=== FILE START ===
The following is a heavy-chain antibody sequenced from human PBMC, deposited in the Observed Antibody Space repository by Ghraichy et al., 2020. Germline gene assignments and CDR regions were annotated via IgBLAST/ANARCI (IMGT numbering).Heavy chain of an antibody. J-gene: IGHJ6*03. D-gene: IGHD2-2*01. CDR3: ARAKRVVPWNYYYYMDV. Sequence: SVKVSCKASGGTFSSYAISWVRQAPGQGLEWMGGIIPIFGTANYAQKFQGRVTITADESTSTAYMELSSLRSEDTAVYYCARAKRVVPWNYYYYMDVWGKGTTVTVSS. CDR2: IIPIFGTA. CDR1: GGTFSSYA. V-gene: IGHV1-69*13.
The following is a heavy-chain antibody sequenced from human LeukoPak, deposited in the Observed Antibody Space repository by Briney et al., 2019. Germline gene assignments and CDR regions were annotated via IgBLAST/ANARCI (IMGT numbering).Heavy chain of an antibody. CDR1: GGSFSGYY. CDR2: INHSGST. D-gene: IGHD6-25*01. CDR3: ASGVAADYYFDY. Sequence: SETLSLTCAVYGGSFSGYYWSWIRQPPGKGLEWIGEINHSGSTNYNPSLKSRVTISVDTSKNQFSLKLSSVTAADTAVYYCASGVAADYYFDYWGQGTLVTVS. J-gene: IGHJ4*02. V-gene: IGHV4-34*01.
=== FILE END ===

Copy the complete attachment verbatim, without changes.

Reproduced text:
The following is a heavy-chain antibody sequenced from human PBMC, deposited in the Observed Antibody Space repository by Ghraichy et al., 2020. Germline gene assignments and CDR regions were annotated via IgBLAST/ANARCI (IMGT numbering).Heavy chain of an antibody. J-gene: IGHJ6*03. D-gene: IGHD2-2*01. CDR3: ARAKRVVPWNYYYYMDV. Sequence: SVKVSCKASGGTFSSYAISWVRQAPGQGLEWMGGIIPIFGTANYAQKFQGRVTITADESTSTAYMELSSLRSEDTAVYYCARAKRVVPWNYYYYMDVWGKGTTVTVSS. CDR2: IIPIFGTA. CDR1: GGTFSSYA. V-gene: IGHV1-69*13.
The following is a heavy-chain antibody sequenced from human LeukoPak, deposited in the Observed Antibody Space repository by Briney et al., 2019. Germline gene assignments and CDR regions were annotated via IgBLAST/ANARCI (IMGT numbering).Heavy chain of an antibody. CDR1: GGSFSGYY. CDR2: INHSGST. D-gene: IGHD6-25*01. CDR3: ASGVAADYYFDY. Sequence: SETLSLTCAVYGGSFSGYYWSWIRQPPGKGLEWIGEINHSGSTNYNPSLKSRVTISVDTSKNQFSLKLSSVTAADTAVYYCASGVAADYYFDYWGQGTLVTVS. J-gene: IGHJ4*02. V-gene: IGHV4-34*01.